Talma, Louise (1906–1996)

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Talma, Louise (1906–1996)

French-born American composer, first woman to win the Sibelius Award in composition, who was known as the dean of American women composers. Born in Arcachon, France, on October 31, 1906; died on August 13, 1996; attended Columbia University; studied at the Institute of Musical Art in New York under Howard Brockway, George Wedge, Helen Whily, and Percy Goetschius; studied piano with Isidor Philipp; studied under Nadia Boulanger at the Fontainebleau School of Music.

Born in Arcachon, France, in 1906, Louise Talma was reared by her mother, an operatic singer, after her father died in an accident. Talma studied at the Institute of Musical Art in New York under Howard Brockway, George Wedge, Helen Whily , and Percy Goetschius; she also studied piano with the renowned keyboard pedagogue Isidor Philipp. After attending Columbia University, she was at the Fontainebleau School of Music for 17 summers studying with Nadia Boulanger , the teacher who taught Aaron Copland and Leonard Bernstein, and working as a teacher herself. Though she never imposed a style on her students, Boulanger was enormously enthusiastic about Igor Stravinsky's music. Inevitably, Stravinsky's work influenced Talma, while Boulanger renewed a desire in Talma to compose. Even though she had published no music, Talma applied for a Guggenheim fellowship at Boulanger's insistence. This advice proved fortuitous: Talma was the first woman to receive such a grant for composition.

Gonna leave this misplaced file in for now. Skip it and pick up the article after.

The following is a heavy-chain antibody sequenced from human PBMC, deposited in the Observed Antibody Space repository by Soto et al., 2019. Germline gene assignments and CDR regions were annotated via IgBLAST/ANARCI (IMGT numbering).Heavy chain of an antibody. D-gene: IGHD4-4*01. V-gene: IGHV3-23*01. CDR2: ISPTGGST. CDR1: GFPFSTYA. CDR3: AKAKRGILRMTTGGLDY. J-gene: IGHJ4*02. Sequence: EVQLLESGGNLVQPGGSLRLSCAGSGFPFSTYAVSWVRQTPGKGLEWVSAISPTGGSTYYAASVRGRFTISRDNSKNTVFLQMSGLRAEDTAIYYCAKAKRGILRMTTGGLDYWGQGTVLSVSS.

Talma, who taught at Hunter College, composed many works. One of her most famous is her opera The Alcestiad, adapted from Thornton Wilder's play Life in the Sun. She had labored over the opera for five years and received a Senior Fulbright research grant in 1955–56 in order to spend ten months in Rome working on it. With Wilder's libretto, Alcestiad premiered on March 1, 1962, at Frankfurt-am-Main, making Talma the first American woman ever to have an opera staged at a major European opera house. That night, Wilder and Talma received a 20-minute ovation from the audience. Talma's pieces have been performed in recitals and concert halls throughout Europe and America. She was the first woman to be elected to the music department of the National Institute of Arts and Letters and the only American to teach at Fontainebleau in the summers during the late 1930s.


Cohen, Aaron I. International Encyclopedia of Women Composers. 2 vols. NY: Books & Music (USA), 1987.

Page, Tim. "Gideon and Talma at 80—Composers and Neighbors," in The New York Times Biographical Service. October 1986, pp. 1276–1277.

John Haag , Athens, Georgia